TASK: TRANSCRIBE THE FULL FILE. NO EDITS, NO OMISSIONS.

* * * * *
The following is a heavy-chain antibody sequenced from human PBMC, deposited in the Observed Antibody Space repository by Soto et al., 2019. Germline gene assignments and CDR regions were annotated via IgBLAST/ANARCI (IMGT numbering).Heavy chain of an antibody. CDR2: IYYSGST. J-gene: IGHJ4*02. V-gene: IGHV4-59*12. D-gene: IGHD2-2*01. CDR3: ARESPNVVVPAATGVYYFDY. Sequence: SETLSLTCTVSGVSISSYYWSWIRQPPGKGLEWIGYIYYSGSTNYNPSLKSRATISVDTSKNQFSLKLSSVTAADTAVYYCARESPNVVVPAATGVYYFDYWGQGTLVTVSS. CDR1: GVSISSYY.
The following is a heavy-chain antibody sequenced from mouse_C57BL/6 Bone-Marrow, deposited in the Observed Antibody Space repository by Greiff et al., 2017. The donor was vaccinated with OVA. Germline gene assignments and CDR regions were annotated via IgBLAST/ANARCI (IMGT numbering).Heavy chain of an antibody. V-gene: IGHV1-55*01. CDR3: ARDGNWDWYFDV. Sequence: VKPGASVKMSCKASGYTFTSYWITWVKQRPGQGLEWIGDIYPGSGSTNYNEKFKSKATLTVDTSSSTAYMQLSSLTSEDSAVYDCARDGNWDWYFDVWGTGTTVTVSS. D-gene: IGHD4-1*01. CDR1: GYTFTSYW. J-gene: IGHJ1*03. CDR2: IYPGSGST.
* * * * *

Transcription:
The following is a heavy-chain antibody sequenced from human PBMC, deposited in the Observed Antibody Space repository by Soto et al., 2019. Germline gene assignments and CDR regions were annotated via IgBLAST/ANARCI (IMGT numbering).Heavy chain of an antibody. CDR2: IYYSGST. J-gene: IGHJ4*02. V-gene: IGHV4-59*12. D-gene: IGHD2-2*01. CDR3: ARESPNVVVPAATGVYYFDY. Sequence: SETLSLTCTVSGVSISSYYWSWIRQPPGKGLEWIGYIYYSGSTNYNPSLKSRATISVDTSKNQFSLKLSSVTAADTAVYYCARESPNVVVPAATGVYYFDYWGQGTLVTVSS. CDR1: GVSISSYY.
The following is a heavy-chain antibody sequenced from mouse_C57BL/6 Bone-Marrow, deposited in the Observed Antibody Space repository by Greiff et al., 2017. The donor was vaccinated with OVA. Germline gene assignments and CDR regions were annotated via IgBLAST/ANARCI (IMGT numbering).Heavy chain of an antibody. V-gene: IGHV1-55*01. CDR3: ARDGNWDWYFDV. Sequence: VKPGASVKMSCKASGYTFTSYWITWVKQRPGQGLEWIGDIYPGSGSTNYNEKFKSKATLTVDTSSSTAYMQLSSLTSEDSAVYDCARDGNWDWYFDVWGTGTTVTVSS. D-gene: IGHD4-1*01. CDR1: GYTFTSYW. J-gene: IGHJ1*03. CDR2: IYPGSGST.